Anticipating warm-weather avalanche problems.
There is no better time for backcountry skiing and riding than the spring. Long days, comfortable temps, sunshine, and deep snow—perfect.
With the changing season, however, comes a changing avalanche paradigm. Traditional wisdom holds that a spring snowpack is largely stable, and that this is the time to ski those steep, exposed lines we’ve been eyeballing since December. And it’s true—kind of.
With a long cycle of repeated melting and freezing, a snowpack does become very strong, but before that happens, there is often a period of instability related to rapid warming. Our problems during this time are typically wet-slab and loose-wet avalanches.
Here’s a primer on how to identify and avoid these problems—and shred safely all the way into summer.
Though common and often small, loose-wet slides aren’t to be ignored—they can be deadly in their own right, and signal ripe conditions for more destructive wet-slab avalanches. When snow becomes saturated, it can sluff down steep slopes, entraining more snow in distinctive, fan-shaped inverted Vs. These can be deceptively powerful, and can easily knock skiers and riders off their feet, over cliffs, or into other terrain traps.
Above-freezing temperatures and direct sun. Slopes can warm remarkably quickly in the spring—watch the forecast and be done skiing early.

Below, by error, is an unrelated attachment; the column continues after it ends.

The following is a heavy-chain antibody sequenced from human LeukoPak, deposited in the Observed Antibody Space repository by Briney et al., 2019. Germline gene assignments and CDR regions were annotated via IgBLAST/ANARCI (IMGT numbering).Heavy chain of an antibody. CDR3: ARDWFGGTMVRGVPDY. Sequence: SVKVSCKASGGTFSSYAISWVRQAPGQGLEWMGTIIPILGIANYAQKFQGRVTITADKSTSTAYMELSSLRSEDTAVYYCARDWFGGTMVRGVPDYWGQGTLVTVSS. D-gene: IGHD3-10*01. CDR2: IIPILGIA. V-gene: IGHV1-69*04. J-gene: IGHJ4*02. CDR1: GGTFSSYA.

Wet snow that’s boot-top deep. That’s a lot of wet, heavy slop—and it could start moving.
Rollerballs and pinwheels. Snow is starting to move, and ski quality is probably junk—you’re already too late!
Fan-shaped point releases on steep terrain. It’s happening! Solar road cuts and steep slopes below rock outcroppings (which warm fastest) are great indicator slopes.
Rollerballs: more dangerous than rollergirls
Luckily, loose-wet slides are easy to predict and avoid. If the forecast is for warm, sunny weather, plan to be off the slopes by early afternoon at the latest. And if there’s no overnight freeze, be wary—that snow is very weak.
Liquid meltwater percolating through the snowpack can erode delicate bonds between layers (particularly persistent weak layers), and cause very large, destructive slab avalanches, sometimes consisting of the entire season’s snowpack. Due to their depth and weight, these are some of the largest avalanches in southwest Montana, taking down mature timber, making new paths, and even gouging the earth. Serious business.
The first big warmup of the season (above freezing). Watch out: the snowpack is adjusting to a very rapid change, and this is a dangerous time.
Consecutive days and nights without freezing. Yikes: the skiing is going to be garbage anyway—go biking.
Rain-on-snow events. Run away: rain produces avalanches. Not to mention terrible skiing.
Recent loose-wet avalanches. Can be indicators of larger events to come.
Wait until the snowpack has undergone several warmups and hard freezes, and then start early. Plan to be off the slopes by the time they become unstable. And if the weather is very warm, sunny, or rainy, without overnight freezes, be very cautious—the snowpack may be hanging in the balance.
Drew Pogge is a backcountry ski guide and avalanche educator; he owns Big Sky Backcountry Guides and the Bell Lake Yurt.